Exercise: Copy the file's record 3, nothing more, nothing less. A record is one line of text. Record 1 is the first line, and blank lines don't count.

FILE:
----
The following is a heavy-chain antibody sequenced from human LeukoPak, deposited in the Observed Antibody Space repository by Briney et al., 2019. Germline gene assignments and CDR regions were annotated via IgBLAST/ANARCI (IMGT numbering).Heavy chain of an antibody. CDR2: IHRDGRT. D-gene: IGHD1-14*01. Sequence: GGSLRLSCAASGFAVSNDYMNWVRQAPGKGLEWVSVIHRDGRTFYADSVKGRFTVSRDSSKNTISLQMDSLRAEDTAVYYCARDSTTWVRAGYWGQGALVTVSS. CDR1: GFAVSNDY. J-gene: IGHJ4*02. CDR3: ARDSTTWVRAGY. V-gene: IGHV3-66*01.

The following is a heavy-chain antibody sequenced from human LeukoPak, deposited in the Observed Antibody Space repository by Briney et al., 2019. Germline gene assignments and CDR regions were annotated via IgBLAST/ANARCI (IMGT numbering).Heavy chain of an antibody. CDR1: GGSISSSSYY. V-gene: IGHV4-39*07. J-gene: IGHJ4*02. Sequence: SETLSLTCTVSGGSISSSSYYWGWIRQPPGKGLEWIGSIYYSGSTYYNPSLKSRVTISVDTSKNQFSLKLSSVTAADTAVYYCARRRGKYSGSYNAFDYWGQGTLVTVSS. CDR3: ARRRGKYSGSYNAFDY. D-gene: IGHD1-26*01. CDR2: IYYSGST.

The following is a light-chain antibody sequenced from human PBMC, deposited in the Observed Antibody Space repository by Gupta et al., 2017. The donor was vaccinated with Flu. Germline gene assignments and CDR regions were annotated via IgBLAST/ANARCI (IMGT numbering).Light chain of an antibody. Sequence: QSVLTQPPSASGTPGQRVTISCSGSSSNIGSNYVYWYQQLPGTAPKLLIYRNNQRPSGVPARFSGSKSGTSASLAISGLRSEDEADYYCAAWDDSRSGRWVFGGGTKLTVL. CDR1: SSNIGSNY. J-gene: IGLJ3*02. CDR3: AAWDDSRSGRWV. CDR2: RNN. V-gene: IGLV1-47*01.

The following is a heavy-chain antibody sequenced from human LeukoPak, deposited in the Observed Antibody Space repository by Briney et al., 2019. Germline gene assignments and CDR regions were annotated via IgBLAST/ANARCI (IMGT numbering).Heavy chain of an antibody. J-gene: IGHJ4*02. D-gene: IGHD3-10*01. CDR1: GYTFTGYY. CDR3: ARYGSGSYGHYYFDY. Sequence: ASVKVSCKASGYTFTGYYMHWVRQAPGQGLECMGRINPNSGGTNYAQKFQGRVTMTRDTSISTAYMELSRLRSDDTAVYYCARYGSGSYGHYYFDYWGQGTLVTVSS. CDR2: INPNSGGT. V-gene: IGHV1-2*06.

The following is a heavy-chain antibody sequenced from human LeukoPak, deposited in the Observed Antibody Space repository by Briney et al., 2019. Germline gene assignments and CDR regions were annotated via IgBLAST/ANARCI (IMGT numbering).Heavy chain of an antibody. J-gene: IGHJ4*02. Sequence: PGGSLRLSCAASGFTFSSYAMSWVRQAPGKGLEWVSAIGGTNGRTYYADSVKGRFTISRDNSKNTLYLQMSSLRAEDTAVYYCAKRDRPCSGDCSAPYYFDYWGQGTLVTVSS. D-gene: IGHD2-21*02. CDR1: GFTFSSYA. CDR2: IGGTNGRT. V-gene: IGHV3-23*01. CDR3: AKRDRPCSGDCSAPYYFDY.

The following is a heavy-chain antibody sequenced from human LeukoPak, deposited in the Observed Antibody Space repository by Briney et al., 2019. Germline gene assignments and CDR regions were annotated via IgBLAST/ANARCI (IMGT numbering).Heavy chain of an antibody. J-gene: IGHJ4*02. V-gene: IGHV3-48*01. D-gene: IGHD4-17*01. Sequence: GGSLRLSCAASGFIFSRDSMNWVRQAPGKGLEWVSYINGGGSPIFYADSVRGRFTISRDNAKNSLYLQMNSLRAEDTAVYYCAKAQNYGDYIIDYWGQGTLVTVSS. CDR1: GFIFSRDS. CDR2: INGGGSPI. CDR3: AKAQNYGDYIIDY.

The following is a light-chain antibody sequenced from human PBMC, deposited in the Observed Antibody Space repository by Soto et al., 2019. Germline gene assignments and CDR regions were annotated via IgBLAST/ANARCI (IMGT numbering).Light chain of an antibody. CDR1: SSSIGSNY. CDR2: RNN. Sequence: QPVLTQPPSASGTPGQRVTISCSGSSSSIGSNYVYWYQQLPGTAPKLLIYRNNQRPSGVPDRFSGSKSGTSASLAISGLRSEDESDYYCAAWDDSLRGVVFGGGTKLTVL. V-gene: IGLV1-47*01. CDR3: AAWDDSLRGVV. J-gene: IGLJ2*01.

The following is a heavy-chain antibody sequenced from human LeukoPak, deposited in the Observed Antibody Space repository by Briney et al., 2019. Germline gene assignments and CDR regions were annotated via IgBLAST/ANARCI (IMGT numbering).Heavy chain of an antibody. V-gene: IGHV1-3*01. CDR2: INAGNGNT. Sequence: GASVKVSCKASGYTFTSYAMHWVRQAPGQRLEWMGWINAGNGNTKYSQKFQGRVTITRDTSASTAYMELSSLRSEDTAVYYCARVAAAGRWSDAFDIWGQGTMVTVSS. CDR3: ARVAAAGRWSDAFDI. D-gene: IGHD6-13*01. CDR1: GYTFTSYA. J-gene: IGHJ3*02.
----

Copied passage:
The following is a light-chain antibody sequenced from human PBMC, deposited in the Observed Antibody Space repository by Gupta et al., 2017. The donor was vaccinated with Flu. Germline gene assignments and CDR regions were annotated via IgBLAST/ANARCI (IMGT numbering).Light chain of an antibody. Sequence: QSVLTQPPSASGTPGQRVTISCSGSSSNIGSNYVYWYQQLPGTAPKLLIYRNNQRPSGVPARFSGSKSGTSASLAISGLRSEDEADYYCAAWDDSRSGRWVFGGGTKLTVL. CDR1: SSNIGSNY. J-gene: IGLJ3*02. CDR3: AAWDDSRSGRWV. CDR2: RNN. V-gene: IGLV1-47*01.